The Greater Toronto Airports Authority (GTAA) is responsible for operating Canada’s busiest airport, Toronto Pearson International Airport. John Alexis and Angella Dikmic presented observations from their journey on improving vendor management. While the GTAA presentation focused on IT and technology vendors, there’s no reason why these frameworks cannot be applied to other functions.

  • Understand Your Reality. The first step is to create a central repository of contracts. This point is especially important if your organization has multiple contracts with a vendor. Multiple contracts sometimes lead to problems like different pricing, payment terms and conditions.
  • Set Your Vendor Management Goals. Initially, the GTAA approach focused on cost reduction. Delivering cost reduction and cost avoidance to the organization was essential to win support from executives. Over time, relationship management and risk management have become more important.
  • Classify Your Vendors And Govern Accordingly. As you create a governance program, it’s important to apply different levels of governance depending on cost, risk and importance. Remember that a small spend vendor may merit a “Tier 1” approach if they provide enterprise critical services.
  • Plan Your Exit. Every business relationship comes to a conclusion at some point. If you don’t define how that will end, you could be in for a world of hurt. The speakers shared a story from another organization that underscores this point. A client ended a relationship with a buyer and asked for their data back. The vendor printed the data on paper and delivered it (ignoring the client’s request for the data in digital form). The result? Many months of client time spent typing up the data!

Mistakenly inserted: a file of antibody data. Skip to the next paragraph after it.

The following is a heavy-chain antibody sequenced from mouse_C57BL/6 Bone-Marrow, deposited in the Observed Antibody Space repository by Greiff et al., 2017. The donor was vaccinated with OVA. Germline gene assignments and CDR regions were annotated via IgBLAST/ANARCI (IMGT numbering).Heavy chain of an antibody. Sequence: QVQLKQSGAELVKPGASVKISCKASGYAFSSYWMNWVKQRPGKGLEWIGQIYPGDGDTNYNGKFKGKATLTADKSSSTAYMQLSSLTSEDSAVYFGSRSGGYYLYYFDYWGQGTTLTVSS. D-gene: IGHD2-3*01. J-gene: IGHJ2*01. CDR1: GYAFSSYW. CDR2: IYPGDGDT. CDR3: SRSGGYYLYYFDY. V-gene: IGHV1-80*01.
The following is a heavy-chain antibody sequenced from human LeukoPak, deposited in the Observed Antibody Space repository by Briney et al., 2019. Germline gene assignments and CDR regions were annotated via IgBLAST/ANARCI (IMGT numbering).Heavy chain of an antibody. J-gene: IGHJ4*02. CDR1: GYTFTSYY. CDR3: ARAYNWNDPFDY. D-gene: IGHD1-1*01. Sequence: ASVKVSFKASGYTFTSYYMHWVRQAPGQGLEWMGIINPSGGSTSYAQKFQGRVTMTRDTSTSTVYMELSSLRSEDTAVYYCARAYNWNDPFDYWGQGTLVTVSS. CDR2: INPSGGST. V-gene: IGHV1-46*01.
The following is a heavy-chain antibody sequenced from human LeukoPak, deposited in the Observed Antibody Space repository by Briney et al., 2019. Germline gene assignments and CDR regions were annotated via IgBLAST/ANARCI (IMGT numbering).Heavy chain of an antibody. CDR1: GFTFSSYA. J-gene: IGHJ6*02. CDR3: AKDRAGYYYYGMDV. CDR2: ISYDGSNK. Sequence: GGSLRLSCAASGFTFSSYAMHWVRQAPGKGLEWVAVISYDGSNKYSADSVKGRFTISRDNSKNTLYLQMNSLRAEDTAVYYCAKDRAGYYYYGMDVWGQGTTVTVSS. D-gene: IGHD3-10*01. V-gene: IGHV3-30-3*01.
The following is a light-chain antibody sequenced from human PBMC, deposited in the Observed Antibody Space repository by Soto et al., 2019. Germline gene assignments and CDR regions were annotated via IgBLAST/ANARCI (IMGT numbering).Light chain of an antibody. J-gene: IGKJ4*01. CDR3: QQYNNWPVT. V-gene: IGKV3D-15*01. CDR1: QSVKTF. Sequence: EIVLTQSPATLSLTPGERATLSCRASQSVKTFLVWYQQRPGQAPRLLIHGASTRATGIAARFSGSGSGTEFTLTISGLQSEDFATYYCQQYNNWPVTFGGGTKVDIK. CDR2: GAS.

• Be Part of the Contract Discussion. For large contracts, it is vital for the vendor management office to be part of the discussion. Leaving them out will make running a long term relationship with the vendor much more difficult. You don’t want to land in a situation where you are stuck with a painful, complicated contract.
  • Leverage Organizational Change To Introduce a VMO. There’s a saying in politics – ‘never waste a crisis.’ In the business context, the same idea applies. With the GTAA, they had a major contract with an IT firm close to expiration. Rather than simply go through business as usual and renew, GTAA management used this change as an opportunity to revamp their entire approach to vendors.
  • Conduct Regular Satisfaction Surveys. The GTAA regularly conducts vendor and customer satisfaction surveys to detect issues and areas for improvement. As vendors become more important in delivering your value chain, this is an excellent proposal to use. I’ve recently used Survey Gizmo to conduct surveys and it has been helpful.
  • Use Recurring Meetings And Calibrate The Detail Accordingly. The GTAA uses a series of recurring meetings with different audiences to execute vendor governance. For example, executives are briefed annually on the top vendors. Other vendors with a lower impact can be managed with a monthly meeting focused on operations.

 

Comments

  1. Sam says

    Vendor management is as critical as stakeholder management. Having a clear-cut approach to selecting a vendor, and having a team on hand to manage the process is vital to maintaining a healthy relationship with major partners. However, getting the sponsor to sign-off on a VMO can be tricky.

    • bruce says

      To win sponsor support at first, I suggest focusing on cost reduction. If there has never been a vendor management function, there is often opportunity there.